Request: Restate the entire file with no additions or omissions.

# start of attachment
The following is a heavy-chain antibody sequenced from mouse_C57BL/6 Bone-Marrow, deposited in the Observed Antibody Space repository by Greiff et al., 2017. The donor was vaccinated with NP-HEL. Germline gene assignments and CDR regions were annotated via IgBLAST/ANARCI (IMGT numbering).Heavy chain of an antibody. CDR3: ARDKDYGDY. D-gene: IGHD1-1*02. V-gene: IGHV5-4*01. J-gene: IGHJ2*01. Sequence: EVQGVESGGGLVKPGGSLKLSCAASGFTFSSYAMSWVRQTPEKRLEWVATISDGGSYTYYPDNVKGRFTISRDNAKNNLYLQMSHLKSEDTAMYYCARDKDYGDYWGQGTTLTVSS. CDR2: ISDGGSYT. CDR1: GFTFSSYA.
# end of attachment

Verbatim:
The following is a heavy-chain antibody sequenced from mouse_C57BL/6 Bone-Marrow, deposited in the Observed Antibody Space repository by Greiff et al., 2017. The donor was vaccinated with NP-HEL. Germline gene assignments and CDR regions were annotated via IgBLAST/ANARCI (IMGT numbering).Heavy chain of an antibody. CDR3: ARDKDYGDY. D-gene: IGHD1-1*02. V-gene: IGHV5-4*01. J-gene: IGHJ2*01. Sequence: EVQGVESGGGLVKPGGSLKLSCAASGFTFSSYAMSWVRQTPEKRLEWVATISDGGSYTYYPDNVKGRFTISRDNAKNNLYLQMSHLKSEDTAMYYCARDKDYGDYWGQGTTLTVSS. CDR2: ISDGGSYT. CDR1: GFTFSSYA.